‘One-party system’

The arrests and deadly protest violence have raised tensions ahead of the vote, which will be the 12th since Bangladesh gained independence from Pakistan in 1971.

Out of the 11 previous general elections, only four were considered to be relatively free and fair, because they were held under non-partisan caretaker administrations – a system that the Awami League government removed in 2011.

The BNP and its allies boycotted the 2014 election over concerns about its fairness. And in 2018, despite the BNP’s participation, the ruling party secured more than 95% of the parliamentary seats, although amid widespread claims of fraud.

In recent months, the United States and other Western countries have ramped up calls to demand that free and fair elections be held in Bangladesh. Washington in May said it would deny visas to Bangladeshis whom it suspects of trying to undermine democratic elections.

Despite the pressure, few observers expect the vote to be competitive.

“The consequence is that we are going to see a one-party political system,” said Prof. Nizam Uddin Ahmed, a political analyst and writer of several books on Bangladesh politics.

Wary of international scrutiny, the Awami League has greenlighted the use of “dummy candidates” during the election, which refer to members of the ruling party that are registered to run as “independents.”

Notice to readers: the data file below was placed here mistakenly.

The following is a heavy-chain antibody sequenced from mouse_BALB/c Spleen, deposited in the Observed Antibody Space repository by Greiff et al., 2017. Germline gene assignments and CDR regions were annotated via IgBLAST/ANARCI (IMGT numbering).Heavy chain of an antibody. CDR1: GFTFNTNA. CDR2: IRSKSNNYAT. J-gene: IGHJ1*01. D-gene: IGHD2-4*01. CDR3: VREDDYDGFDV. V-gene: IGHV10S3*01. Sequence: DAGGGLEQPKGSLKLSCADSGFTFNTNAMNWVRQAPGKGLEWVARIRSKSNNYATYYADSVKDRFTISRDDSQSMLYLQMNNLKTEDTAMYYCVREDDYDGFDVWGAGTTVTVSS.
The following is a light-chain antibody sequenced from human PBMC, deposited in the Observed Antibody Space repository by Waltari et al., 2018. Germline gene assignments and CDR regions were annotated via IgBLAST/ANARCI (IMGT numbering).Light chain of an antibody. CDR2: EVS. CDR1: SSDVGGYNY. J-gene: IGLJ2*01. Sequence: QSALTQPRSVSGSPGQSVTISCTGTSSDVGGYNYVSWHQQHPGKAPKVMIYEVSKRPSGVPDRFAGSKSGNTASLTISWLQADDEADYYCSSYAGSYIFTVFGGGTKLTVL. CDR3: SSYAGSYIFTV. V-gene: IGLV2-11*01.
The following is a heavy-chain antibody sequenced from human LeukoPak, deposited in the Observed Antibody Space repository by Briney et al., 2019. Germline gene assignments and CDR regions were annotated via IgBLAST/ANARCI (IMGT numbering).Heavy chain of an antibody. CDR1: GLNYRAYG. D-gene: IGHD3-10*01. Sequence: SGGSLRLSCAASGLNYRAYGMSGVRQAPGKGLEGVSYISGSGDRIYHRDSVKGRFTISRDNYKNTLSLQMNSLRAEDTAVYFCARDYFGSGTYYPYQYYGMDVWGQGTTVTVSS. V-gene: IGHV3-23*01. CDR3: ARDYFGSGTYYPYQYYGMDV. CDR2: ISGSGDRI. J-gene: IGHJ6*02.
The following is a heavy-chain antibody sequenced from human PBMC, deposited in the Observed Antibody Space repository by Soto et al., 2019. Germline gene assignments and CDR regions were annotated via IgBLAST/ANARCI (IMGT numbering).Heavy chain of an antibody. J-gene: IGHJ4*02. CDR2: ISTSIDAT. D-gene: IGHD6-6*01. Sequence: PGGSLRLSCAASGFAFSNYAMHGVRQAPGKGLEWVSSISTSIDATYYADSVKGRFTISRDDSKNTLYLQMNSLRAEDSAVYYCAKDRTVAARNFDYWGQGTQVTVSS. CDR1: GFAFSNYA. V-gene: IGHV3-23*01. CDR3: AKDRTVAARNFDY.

The government has also cajoled new, smaller parties into participating, amid concerns about possible low turnout.

Still, the government-aligned Jatiya Party, the largest opposition camp in Parliament, is not expected to secure more than a dozen of the 300 parliamentary seats up for grabs, Kalimullah said.

“We have a Westminster form of governance in place. But the next Parliament will be composed of MPs elected in the style of the Chinese Communist Party, which allows the party members to contest among its members,” he said.

‘People want change’

Roughly 119.7 million people are registered to vote for 28 parties on Sunday. Just 5% of 1,895 candidates are women, according to data from the Election Commission analyzed by BenarNews.

For many voters, the cost of living is a key concern. The Bangladesh Bureau of Statistics recorded food inflation at 12.56% in October, the highest rate in the past decade.

The BNP has criticized power cuts, fuel price hikes and corruption, while strikes by garment workers demanding better wages have in recent months paralyzed parts of Dhaka and neighboring outskirts.

Bangladesh police fire tear gas at garment workers protesting for better wages at Mirpur intersection, Dhaka, Nov. 2, 2023. [BenarNews]

Matiur Rahman, a resident of Dinajpur-6 constituency in northwestern Bangladesh, said the rising cost of essential items was hurting his family.

“The local MP does not talk about the suffering of the poor people in Parliament,” he told BenarNews. “People want change.”

Change, however, is likely to prove elusive due to the one-sided nature of next week’s election. That has left some voters like Abdul Mannan entirely disillusioned.

“What’s the point of going to the polling centers?” said Mannan, a resident of the Patuakhali-2 constituency in southern Bangladesh. “The Awami League candidate will win no matter whether I go or not.

“None of my family members will go to the polling centers.”